A breezy and fun contemporary fantasy.

Pub Date: March 17, 2020

ISBN: 978-1-250-21728-8

Page Count: 352

Publisher: Tor

Review Posted Online: Nov. 11, 2019

Kirkus Reviews Issue: Dec. 1, 2019

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An almost-but-not-quite-great slavery novel.

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THE WATER DANCER

The celebrated author of Between the World and Me (2015) and We Were Eight Years in Power (2017) merges magic, adventure, and antebellum intrigue in his first novel.

In pre–Civil War Virginia, people who are white, whatever their degree of refinement, are considered “the Quality” while those who are black, whatever their degree of dignity, are regarded as “the Tasked.” Whether such euphemisms for slavery actually existed in the 19th century, they are evocatively deployed in this account of the Underground Railroad and one of its conductors: Hiram Walker, one of the Tasked who’s barely out of his teens when he’s recruited to help guide escapees from bondage in the South to freedom in the North. “Conduction” has more than one meaning for Hiram. It's also the name for a mysterious force that transports certain gifted individuals from one place to another by way of a blue light that lifts and carries them along or across bodies of water. Hiram knows he has this gift after it saves him from drowning in a carriage mishap that kills his master’s oafish son (who’s Hiram’s biological brother). Whatever the source of this power, it galvanizes Hiram to leave behind not only his chains, but also the two Tasked people he loves most: Thena, a truculent older woman who practically raised him as a surrogate mother, and Sophia, a vivacious young friend from childhood whose attempt to accompany Hiram on his escape is thwarted practically at the start when they’re caught and jailed by slave catchers. Hiram directly confronts the most pernicious abuses of slavery before he is once again conducted away from danger and into sanctuary with the Underground, whose members convey him to the freer, if funkier environs of Philadelphia, where he continues to test his power and prepare to return to Virginia to emancipate the women he left behind—and to confront the mysteries of his past. Coates’ imaginative spin on the Underground Railroad’s history is as audacious as Colson Whitehead’s, if less intensely realized. Coates’ narrative flourishes and magic-powered protagonist are reminiscent of his work on Marvel’s Black Panther superhero comic book, but even his most melodramatic effects are deepened by historical facts and contemporary urgency.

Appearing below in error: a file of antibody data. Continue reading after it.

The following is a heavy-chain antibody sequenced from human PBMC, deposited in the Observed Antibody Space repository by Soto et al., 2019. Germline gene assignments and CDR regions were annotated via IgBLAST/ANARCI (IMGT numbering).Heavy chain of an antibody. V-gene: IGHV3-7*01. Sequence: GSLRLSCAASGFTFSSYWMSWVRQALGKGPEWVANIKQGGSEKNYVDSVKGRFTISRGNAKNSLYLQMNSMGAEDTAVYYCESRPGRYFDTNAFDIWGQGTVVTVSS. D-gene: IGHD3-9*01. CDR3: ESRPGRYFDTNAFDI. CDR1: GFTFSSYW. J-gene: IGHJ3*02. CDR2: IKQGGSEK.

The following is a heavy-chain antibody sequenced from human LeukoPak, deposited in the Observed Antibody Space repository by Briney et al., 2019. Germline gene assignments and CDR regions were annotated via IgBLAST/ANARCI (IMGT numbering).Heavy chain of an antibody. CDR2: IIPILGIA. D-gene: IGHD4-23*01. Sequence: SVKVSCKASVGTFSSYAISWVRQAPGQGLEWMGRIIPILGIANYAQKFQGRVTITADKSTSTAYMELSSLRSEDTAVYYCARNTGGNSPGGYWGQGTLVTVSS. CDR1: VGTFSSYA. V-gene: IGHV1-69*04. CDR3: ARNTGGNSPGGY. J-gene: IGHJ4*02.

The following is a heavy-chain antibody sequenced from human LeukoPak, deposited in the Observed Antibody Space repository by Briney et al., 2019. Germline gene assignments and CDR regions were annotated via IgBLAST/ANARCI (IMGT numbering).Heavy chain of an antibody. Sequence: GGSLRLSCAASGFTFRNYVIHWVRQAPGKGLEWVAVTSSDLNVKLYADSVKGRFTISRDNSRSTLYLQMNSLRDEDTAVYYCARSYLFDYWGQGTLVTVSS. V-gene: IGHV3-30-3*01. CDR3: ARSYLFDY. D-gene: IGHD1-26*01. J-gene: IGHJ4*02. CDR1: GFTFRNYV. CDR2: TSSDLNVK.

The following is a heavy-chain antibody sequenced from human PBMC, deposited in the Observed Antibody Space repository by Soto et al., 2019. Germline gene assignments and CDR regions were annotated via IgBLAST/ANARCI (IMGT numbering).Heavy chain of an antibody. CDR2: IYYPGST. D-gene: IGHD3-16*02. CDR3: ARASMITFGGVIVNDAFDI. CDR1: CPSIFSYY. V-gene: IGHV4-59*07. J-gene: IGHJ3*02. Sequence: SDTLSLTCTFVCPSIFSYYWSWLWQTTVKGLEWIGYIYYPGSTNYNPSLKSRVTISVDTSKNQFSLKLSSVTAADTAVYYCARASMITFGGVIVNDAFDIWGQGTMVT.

An almost-but-not-quite-great slavery novel.

Pub Date: Sept. 24, 2019

ISBN: 978-0-399-59059-7

Page Count: 432

Publisher: One World/Random House

Review Posted Online: July 1, 2019

Kirkus Reviews Issue: July 15, 2019